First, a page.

Always is Elevating the Confidence of Girls Worldwide with #LikeAGirl Campaign

Always is Elevating the Confidence of Girls Worldwide with #LikeAGirl Campaign

Always is Elevating the Confidence of Girls Worldwide with #LikeAGirl Campaign

Procter & Gamble’s Always brand just released a video from their new #LikeAGirl campaign. The campaign, from ad agency Leo Burnett hopes to forever change the negative connotation underlying the “like a girl” phrase that is meant as an insult.

When did the phrase ‘like a girl’ become so negative?

Regardless of gender, watching the video does makes you take a step back and reflect on the times you might have used the phrase as an insult. Always did a great job at connecting with their core audience with an issue that is not only important but meaningful as well.

Through this campaign, Always elevates the confidence of young  girls who will in turn develop an emotional connection with the brand every time they encounter the “like a girl” situation. This is a win-win situation for girls worldwide and the brand as well.

Campaign Q & A from the Ad Agency’s website

How did you discover this unique tension point in the perception of doing something #LikeAGirl?
JJ: ‘Half of girls lose their confidence during puberty’ is such a powerful fact. In our efforts to bring Rewrite the Rules, our new platform for Always to life, we wanted our first act to address the things that contribute to the drop of confidence in girls. Amongst all the work from the Chicago, London and Toronto team, there was one that simply said, ‘Let’s change the meaning of Like A Girl’. We all felt it in the room. That was it.

BS: The phrase has become so ubiquitous, you have to stop and say “Hey, wait – was that an insult?” And then in true Baader-Meinhof form, you start hearing it everywhere. People say it without thinking and that’s what we’re trying change. It’s not always a pointed insult – but an unthinking pattern of behavior that people don’t even realize is destructive to girls.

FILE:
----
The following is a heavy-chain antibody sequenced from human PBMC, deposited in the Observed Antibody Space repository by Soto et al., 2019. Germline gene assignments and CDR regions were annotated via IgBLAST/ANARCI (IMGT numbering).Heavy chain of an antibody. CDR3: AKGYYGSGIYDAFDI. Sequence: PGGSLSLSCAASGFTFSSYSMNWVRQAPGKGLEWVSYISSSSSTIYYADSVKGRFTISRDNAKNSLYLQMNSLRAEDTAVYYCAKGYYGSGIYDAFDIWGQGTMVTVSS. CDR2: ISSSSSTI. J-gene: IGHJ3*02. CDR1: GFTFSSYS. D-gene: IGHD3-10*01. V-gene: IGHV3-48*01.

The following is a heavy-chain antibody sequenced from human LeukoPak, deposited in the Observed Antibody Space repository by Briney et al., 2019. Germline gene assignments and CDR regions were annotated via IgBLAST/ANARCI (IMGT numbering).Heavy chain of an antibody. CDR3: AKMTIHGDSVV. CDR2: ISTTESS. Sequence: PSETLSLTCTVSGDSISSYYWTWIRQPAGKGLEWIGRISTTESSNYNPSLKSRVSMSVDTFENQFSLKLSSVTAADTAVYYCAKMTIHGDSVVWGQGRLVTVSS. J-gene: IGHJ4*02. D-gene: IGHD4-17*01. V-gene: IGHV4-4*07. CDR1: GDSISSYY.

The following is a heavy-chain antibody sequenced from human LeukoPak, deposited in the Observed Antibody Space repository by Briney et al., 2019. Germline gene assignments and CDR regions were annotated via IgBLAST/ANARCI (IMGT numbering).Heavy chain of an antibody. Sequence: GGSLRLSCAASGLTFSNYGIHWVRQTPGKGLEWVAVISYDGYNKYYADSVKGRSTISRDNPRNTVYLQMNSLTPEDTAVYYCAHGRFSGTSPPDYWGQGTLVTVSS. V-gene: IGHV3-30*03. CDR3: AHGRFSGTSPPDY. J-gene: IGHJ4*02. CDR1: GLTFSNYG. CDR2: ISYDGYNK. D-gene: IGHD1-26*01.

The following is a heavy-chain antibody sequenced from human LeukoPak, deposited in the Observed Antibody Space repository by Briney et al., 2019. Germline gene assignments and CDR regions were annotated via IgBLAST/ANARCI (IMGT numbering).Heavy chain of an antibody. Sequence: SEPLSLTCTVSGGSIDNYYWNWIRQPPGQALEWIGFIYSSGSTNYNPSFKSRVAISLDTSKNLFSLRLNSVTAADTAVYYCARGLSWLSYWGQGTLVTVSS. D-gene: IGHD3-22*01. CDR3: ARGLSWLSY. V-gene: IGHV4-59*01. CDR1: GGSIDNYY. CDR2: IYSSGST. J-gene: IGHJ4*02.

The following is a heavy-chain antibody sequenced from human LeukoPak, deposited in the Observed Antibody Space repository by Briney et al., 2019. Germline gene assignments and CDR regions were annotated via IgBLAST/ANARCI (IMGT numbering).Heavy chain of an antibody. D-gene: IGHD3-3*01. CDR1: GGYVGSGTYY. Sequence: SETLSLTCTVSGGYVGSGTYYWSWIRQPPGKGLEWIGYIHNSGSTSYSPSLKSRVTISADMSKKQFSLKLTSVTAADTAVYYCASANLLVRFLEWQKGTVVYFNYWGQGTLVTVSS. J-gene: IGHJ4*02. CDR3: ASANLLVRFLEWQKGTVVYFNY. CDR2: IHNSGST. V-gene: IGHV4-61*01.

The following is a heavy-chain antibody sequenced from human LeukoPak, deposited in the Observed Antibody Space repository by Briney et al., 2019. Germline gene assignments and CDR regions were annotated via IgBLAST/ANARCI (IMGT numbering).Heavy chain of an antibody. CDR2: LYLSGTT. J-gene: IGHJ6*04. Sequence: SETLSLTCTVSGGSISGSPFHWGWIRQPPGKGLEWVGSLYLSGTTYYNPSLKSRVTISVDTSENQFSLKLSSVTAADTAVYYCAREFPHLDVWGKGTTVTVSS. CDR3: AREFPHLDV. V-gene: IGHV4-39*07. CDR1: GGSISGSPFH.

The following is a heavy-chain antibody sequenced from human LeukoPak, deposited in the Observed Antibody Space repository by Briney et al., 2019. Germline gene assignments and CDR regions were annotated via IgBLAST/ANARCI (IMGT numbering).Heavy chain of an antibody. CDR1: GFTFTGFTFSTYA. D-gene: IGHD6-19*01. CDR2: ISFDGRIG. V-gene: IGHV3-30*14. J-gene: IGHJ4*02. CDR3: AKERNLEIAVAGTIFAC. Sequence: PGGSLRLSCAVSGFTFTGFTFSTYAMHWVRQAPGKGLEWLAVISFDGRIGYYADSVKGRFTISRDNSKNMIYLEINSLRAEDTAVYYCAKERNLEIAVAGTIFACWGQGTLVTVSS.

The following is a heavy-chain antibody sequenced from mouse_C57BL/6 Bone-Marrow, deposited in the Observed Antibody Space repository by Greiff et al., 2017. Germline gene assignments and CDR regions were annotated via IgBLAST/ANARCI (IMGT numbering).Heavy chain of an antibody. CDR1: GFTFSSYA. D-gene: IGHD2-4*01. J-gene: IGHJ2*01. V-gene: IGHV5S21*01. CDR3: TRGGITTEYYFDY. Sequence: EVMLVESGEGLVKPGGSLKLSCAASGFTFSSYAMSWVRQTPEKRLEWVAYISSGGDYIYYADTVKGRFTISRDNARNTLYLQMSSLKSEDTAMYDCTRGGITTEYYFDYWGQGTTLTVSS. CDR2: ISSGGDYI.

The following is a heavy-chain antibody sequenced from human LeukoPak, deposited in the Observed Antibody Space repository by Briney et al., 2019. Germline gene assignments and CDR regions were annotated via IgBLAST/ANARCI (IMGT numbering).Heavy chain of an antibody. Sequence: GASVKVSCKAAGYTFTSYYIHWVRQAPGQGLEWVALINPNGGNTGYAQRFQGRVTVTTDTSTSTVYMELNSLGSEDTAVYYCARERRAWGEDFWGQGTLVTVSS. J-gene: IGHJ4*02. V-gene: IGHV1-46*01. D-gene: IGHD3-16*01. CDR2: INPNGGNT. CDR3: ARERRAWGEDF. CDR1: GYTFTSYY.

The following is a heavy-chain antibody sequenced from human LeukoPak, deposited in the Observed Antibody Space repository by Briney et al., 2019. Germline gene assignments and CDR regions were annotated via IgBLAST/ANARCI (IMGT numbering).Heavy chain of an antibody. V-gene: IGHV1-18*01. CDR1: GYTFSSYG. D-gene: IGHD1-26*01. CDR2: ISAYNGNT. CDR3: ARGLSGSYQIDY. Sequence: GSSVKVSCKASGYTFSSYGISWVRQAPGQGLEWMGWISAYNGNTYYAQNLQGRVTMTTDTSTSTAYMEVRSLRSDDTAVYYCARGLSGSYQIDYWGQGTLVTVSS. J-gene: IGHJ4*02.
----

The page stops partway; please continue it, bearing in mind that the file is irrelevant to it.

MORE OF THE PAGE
How did you go about capturing this tension on film?
JJ: It starts with getting a great director and then asking meaningful questions. Like all social experiments, you go in with a hypothesis of the responses you’ll get, but the responses we got were so much more personal and revealing than we had imagined.

BS: That’s the genius of Lauren Greenfield—her ability to make people so comfortable that they reveal their deepest thoughts and beliefs. She pulled it right out of them.

Why did you choose documentarian Lauren Greenfield to help tell this story?
JJ: We looked at a lot of directors but in the end, we all felt there was only one director who was perfect, Lauren. Her previous work showed her deep understanding of girls and women, and also how she could find the honesty on each issue.

BS: She’s been on our radar forever; we have all these female brands and understanding teen girls is her life work. We first worked with Lauren ten years ago – on a series of print ads for P&G’s Being Girl – and won a Gold Lion at Cannes. There was no second choice.

Can you describe a defining #LikeAGirl moment that you experienced while growing up?
JJ: I can’t think of one defining moment. It’s really been a series of moments where you say I’m going to do it the only way I know how and I’m going to do it unapologetically.

BS: I was the first girl in the history of my high school to run for Student Council President; lots of people were quite indignant. It was fine to aspire to vice president, but no higher. Well, I won… and it completely paved the way for other girls to demonstrate self confidence without ridicule.

How does this campaign define what it means to be #LikeAGirl?
JJ: This campaign is more about redefining what it means and rallying people behind that.

BS: A girl can do anything she wants. Proudly. Enthusiastically. Without apology.

What do you hope this campaign will bring to light in the minds of young girls?
JJ: I hope this campaign makes girls feel awesome about being a girl and doing things like a girl. I hope they feel that they are part of a sisterhood that supports and encourages them to go be great.

BS: Young girls already believe they’re capable of doing anything – we certainly don’t want to change them. We want to change the society they are growing up in so they don’t suffer the crisis of confidence during puberty that affects girls twice as much as boys.

How can girls get involved with Always #LikeaGirl?
JJ: Start using #LIKEAGIRL in a positive way. Be a role model.

BS: Through social media. They can start by tweeting the amazing things they do #likeagirl! It will be fun to turn that hashtag on its head!

– See more at: http://www.leoburnett.com/articles/work/what-it-means-to-be-likeagirl/#sthash.t53dJqx8.dpuf

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